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The pandemic cost pupils more than grades

UK schools updates

The writer is head of programmes at The Talent Foundry, an independent education charity

As nervous young people open their GCSE and A-level results, it’s likely that teacher-assessed grades will dominate the headlines. Focusing the educational damage caused by the pandemic on academic achievement tells a story in which final grades are king, yet that’s only one part of what somebody has to offer.

Students have lost out on more than just classroom time over the past two years. They have missed out on opportunities they would normally have to think about their futures and the routes that will get them there. Usually, students undertake a range of activities aimed at examining the pathways they could follow, from A-levels and university degrees, to apprenticeships and vocational qualifications. Customarily, there would be careers fairs where they could learn more about different sectors directly from the professionals that work in them.

Work experience placements are a rite of passage that most of us remember for the rest of our lives, but several year groups have been denied this. This is concerning as there has been increasing feedback from employers that young people are not entering the workplace equipped with the skills they need.

We all know there is a disparity between what children are taught in school and what they need to know when it comes to doing a job. People need confidence, good communication skills and resilience when it comes to moving on from a passive learning environment to actively earning a living. There is a concern that young people lost some of those skills during the pandemic, and we must urgently address this before they are expected to enter the workforce.

Now, more than ever, programmes that help prepare young people for the workplace are important and it is why The Talent Foundry has worked with more than 50,000 disadvantaged children in the past academic year. Youth unemployment could rise by 640,000 this year, according to the Resolution Foundation, with school leavers worst hit, taking the total of unemployed 18- to 24-year-olds to 1m. A reduction in education, employment and training opportunities will hit the most disadvantaged young people the hardest.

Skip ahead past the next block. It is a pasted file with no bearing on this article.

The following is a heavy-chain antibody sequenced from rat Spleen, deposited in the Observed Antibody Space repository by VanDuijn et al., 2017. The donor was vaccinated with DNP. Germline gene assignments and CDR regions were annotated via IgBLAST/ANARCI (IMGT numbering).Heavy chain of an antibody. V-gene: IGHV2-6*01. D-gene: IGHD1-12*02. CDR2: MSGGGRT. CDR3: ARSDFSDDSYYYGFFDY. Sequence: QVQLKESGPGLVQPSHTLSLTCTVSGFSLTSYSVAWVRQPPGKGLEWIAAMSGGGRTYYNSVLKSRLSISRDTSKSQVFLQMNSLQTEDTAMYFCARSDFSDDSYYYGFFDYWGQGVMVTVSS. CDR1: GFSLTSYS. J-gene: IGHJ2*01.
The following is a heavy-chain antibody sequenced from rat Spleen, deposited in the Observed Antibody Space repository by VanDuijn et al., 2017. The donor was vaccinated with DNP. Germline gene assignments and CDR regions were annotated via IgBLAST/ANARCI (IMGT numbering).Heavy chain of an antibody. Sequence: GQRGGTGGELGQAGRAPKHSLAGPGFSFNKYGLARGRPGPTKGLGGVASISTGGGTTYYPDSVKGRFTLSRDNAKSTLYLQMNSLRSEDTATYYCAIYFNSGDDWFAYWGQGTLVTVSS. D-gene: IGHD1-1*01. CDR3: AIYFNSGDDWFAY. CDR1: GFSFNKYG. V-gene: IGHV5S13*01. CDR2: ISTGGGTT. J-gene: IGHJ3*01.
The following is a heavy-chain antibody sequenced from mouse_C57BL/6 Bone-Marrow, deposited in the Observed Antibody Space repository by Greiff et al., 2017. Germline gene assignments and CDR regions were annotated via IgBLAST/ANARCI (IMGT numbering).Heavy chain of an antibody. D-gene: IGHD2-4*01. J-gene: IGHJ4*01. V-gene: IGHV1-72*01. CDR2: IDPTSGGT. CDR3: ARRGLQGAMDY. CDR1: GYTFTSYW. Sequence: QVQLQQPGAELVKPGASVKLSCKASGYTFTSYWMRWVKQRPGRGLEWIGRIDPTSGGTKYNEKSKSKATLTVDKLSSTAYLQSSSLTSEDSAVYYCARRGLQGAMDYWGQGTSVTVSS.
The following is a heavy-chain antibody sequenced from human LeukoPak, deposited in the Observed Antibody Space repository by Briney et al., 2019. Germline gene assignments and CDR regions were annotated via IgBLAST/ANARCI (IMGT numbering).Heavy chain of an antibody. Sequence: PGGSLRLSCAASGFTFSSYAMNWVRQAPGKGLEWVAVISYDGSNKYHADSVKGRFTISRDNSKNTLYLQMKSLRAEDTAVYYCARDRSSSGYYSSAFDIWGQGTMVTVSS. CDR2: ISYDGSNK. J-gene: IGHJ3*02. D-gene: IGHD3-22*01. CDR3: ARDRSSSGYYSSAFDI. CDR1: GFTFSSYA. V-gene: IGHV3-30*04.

Those with well-connected parents working in professional industries will find a way to plug the gap that missing out on a traditional work experience has created. Favours from family and friends will help them populate their CV and allow them to gain the vital skills and the belief in themselves they will need when it comes to applying for jobs.

For those without this option it’s crucial that the private sector steps in. Businesses need to invest now to create the talented workforce they will need to recruit from in the future and, crucially, to avoid a severe skills shortage.

They can do so by offering programmes to children in disadvantaged schools that boost their employability skills and give them an insight into industries they may not have considered otherwise. By doing this, companies can achieve the dual outcome of securing a high-quality pool of potential candidates and drive social mobility, which is in danger of stagnating even further due to the effects of the pandemic.

Narrowing the attainment gap has taken a lot of work over the past decade and there are concerns that the progress gained will be lost. It is estimated that in the first 10 weeks of lockdown, much of that work was undone. We do not want the gap to become a chasm that transfers from attainment in an educational setting, to the wider life chances of disadvantaged young people. Every child should have the chance to achieve their full potential, regardless of their socio-economic background, and I hope that more businesses will come forward to help achieve this.

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